BACKGROUND OF THE INVENTION
This invention relates to footwear, and more particularly, to a shoe insert or booty insertable into a shoe by which air is circulated through the shoe as the wearer walks, jogs, or runs with the shoe on his or her foot. In addition, the invention can also be effected by a shoe manufacturer in the design and manufacture of the shoe.
It is known that circulating air through a shoe can make wearing of the shoe more comfortable. There are significant health benefits a wearer can realize by the constant circulation of fresh air around his or her foot. This is particularly so on hot days, or in warm climates, where burning or sweating feet can cause significant discomfort. In addition, there is need for people who are constantly on their feet for a shoe through which air constantly is circulated. These people include service personnel such a policemen or mailmen, factory personnel such as workers on assembly lines, military personnel, and athletes such as track and field performers or marathon runners.
- BRIEF SUMMARY OF THE INVENTION
U.S. Pat. Nos. 6,041,519 to Cheng, 4,813,160 to Kuznetz, and 4,571,853 to Medrano, each disclose a shoe insert or construction for moving air through a shoe to cool the wearer's foot. While each of these inserts or shoe constructions may work for their intended purpose, it is believed that there are other ways of efficiently moving a volume of air through the shoe as the wearer takes each step so to provide comfort to the wearer. Further, each of the constructions shown in these patents have certain drawbacks. Cheng, for example, circulates air only through the toe of the shoe. For proper cooling, air should be circulated throughout the shoe. Kuznetz requires the use of refrigerated tubes which must be inserted into holes in the sole of the shoe to provide cooling air for cooling the foot. The tubes must be periodically removed and re-refrigerated to provide cooling air, and the tubes can become clogged so that no air will pass through them. Medrano cools the bottom but not the sides or top of the foot. All of these constructions are permanent and except for the tubes taught by Kuznetz, cannot be removed for cleaning or deodorizing.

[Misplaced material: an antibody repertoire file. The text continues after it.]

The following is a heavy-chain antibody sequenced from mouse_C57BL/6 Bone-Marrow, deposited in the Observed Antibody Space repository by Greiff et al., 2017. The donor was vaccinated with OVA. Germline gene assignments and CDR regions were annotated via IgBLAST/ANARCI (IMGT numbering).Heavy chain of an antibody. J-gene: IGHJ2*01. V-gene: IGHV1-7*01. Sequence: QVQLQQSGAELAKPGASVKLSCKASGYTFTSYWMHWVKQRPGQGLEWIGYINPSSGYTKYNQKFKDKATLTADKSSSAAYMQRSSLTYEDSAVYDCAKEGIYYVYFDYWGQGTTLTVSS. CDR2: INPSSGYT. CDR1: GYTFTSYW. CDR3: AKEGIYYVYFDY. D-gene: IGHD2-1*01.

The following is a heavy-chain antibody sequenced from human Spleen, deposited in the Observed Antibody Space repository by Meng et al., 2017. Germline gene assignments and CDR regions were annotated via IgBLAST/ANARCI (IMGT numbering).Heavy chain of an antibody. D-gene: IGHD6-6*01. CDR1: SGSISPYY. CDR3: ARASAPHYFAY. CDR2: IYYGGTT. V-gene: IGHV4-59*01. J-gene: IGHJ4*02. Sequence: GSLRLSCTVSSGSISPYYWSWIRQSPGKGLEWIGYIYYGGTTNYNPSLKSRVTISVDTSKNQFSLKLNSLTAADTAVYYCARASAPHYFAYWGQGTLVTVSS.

The present invention is directed to a shoe ventilation apparatus incorporated into the constructing of the shoe by the shoe manufacturer. In this embodiment, two separate but interconnected chambers are formed n the sole of the shoe. The first chamber is formed in the heel portion of the shoe, and a second chamber is formed forward of the arch of the shoe toward the front of the shoe. The two chambers are interconnected by air passages extending through the arch of the shoe. During the portion of the wearer's stride in which they walking are on the toes of their foot, air is drawn into the first chamber through air inlets formed in the heel portion of the shoe. As the wearer now moves onto the heel of his or her foot, the air inlets are closed by a flap pressed down by the weight of the person's foot. Next, air passages between the first and second chambers which were previously closed are now opened. As the amount of the person's weight on the back portion of the foot increases, the first chamber is compressed, forcing the air through the passages in the arch area from the first to the second chamber. A series of cooling air passages have their inlet ends opening into the second chamber. The passages extend about the bottom and sides of the shoe with the outlet end of the respective passages being located about the sides and bottom of the person's foot. Air forced into the second chamber is vented from the chamber through the passages and is expelled about the person's foot so to cool the foot and comfort the wearer.